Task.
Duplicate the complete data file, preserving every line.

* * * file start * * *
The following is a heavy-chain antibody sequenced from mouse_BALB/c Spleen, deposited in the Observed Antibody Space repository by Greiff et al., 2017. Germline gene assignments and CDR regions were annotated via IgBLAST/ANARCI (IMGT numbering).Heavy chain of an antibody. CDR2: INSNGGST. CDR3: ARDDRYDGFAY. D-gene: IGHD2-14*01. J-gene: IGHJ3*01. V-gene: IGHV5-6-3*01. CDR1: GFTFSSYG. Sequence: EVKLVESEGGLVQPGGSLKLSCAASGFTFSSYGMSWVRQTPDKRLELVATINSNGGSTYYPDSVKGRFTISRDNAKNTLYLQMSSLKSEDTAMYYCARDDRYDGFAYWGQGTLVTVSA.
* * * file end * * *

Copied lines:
The following is a heavy-chain antibody sequenced from mouse_BALB/c Spleen, deposited in the Observed Antibody Space repository by Greiff et al., 2017. Germline gene assignments and CDR regions were annotated via IgBLAST/ANARCI (IMGT numbering).Heavy chain of an antibody. CDR2: INSNGGST. CDR3: ARDDRYDGFAY. D-gene: IGHD2-14*01. J-gene: IGHJ3*01. V-gene: IGHV5-6-3*01. CDR1: GFTFSSYG. Sequence: EVKLVESEGGLVQPGGSLKLSCAASGFTFSSYGMSWVRQTPDKRLELVATINSNGGSTYYPDSVKGRFTISRDNAKNTLYLQMSSLKSEDTAMYYCARDDRYDGFAYWGQGTLVTVSA.